We were all 18 once. Society says that 18 is old enough to be an adult. What that really means is that 18 is old enough to make our own decisions. However, we don’t always make the wisest decisions, especially at 18. But what we must do is take responsibility for our decisions. So, that’s the best advice I can give you right now. Learn from this experience, own it, and move on.

I don’t think you’ll have a problem getting hired by a regional. The majors have always been tough jobs to get. Some people never make it, sometimes for reasons unknown to them. By the time you’ll be in a position to apply, you’ll be close to 30. You’ll be very different than who you are now. No one can make any guarantees, but if you want it that badly you should try.

Tory


(Christopher Walker-Reinecke) #9

Tory,

Thank you for your response and understanding. I also appreciate the advice you have given me and I will take it with me. But I still have many more questions. I am willing to own my mistake and my downfalls and use them as experiences to learn from, after all experience is a cruel but greatest teacher. I will try my hardest to do my very best in the aviation industry.

I know that this forum will be biased towards ATP and I will keep this in mind. I want as many opinions as possible you have no clue how many people I have talked to about schools. So here are my questions.

-Will an honorable discharge before completing my 4 year term affect my chances of getting accepted towards schools or ATP?
-What is the pass rate of ATP?
-What obstacles will I have to overcome with a 2 year honorable discharge?
-Besides ATP’s loan program thing what are some other reliable ways of financing?
-Where/how did you start schooling at ATP or other schools?
-Are there brick and mortar classrooms or will instruction (besides flying) be done online or both?
-How do I juggle a full time job or jobs and ATP?

I do apologize for the amount of questions I just want to be able to find out as many different answer as I can and be able to form them into a sort of “average”. Again I thank you for your time and effort to help me through this confusing process, and if you want you can PM me.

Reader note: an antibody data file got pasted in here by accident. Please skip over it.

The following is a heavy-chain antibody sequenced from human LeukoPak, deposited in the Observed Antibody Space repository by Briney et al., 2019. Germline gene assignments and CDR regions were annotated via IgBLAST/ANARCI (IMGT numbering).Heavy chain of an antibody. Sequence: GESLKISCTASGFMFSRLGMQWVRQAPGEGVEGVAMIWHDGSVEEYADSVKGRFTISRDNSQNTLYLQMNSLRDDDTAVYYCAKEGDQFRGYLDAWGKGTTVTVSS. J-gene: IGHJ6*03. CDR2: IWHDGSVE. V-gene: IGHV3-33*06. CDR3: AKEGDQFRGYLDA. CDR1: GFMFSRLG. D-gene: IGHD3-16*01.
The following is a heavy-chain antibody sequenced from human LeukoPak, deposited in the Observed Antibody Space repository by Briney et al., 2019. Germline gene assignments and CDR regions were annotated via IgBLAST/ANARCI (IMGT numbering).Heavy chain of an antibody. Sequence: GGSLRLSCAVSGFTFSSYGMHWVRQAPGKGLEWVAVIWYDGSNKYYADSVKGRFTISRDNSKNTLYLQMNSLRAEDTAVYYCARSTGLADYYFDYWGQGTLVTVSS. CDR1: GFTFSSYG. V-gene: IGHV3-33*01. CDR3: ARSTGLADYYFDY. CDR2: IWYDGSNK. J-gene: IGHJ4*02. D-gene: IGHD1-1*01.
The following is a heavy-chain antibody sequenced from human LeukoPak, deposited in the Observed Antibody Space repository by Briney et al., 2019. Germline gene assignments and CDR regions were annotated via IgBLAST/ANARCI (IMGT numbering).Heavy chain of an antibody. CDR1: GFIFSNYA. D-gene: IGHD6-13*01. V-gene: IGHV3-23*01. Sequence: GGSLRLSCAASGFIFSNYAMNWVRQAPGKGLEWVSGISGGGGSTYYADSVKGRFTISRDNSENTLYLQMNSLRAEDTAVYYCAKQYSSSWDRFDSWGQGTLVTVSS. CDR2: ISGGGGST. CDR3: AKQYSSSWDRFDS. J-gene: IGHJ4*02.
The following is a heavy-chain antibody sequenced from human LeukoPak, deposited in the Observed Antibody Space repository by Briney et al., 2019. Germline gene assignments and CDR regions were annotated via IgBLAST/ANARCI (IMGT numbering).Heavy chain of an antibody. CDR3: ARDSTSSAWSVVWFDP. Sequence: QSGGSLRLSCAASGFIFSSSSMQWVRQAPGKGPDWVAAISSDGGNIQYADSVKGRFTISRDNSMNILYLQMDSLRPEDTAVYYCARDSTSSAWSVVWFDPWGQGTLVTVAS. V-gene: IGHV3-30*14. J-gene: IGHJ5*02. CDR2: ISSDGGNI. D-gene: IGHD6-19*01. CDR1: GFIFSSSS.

Walker-Reinecke


#10

Christopher,

Yes, not completing your term shows a lack of commitment. This is the same reason that airlines like to see college degrees, not because the degree is important, but because your ability to follow through is.

ATP has around an 80-90% rate of students completing the program, I am not sure of the specific number.

This has been discussed, you will need to find a way to explain your situation and what you learned from it. “I didn’t like the Air Force” will not cut it.

Most people finance through ATP’s lending partners as they have some of the best interest rates available out there.

I got my private at a small local school. The place was such a disaster that when it came time to move forward, I looked for a larger, more experienced school.

Both.

You will not be able to work at all while enrolled in ATP’s programs. Many people take out extra money on their loan to help pay for living expenses.

Chris


(Tory) #11

-Will an honorable discharge before completing my 4 year term affect my chances of getting accepted towards schools or ATP?
Technically, ATP requires a minimum of 2 years of college or equivalent experience. Since you served in the AF for 2 years, that meets the requirement, but it’s not up to us to allow entry into the program. Admissions decides. Call them tomorrow.
Other schools have their own entry requirements. You’ll have to consult them individually.

-What is the pass rate of ATP?
80%

-What obstacles will I have to overcome with a 2 year honorable discharge?
Don’t know. Just own it and follow through with your commitments in the future, unless it’s more ethical or healthy to abandon them, of course.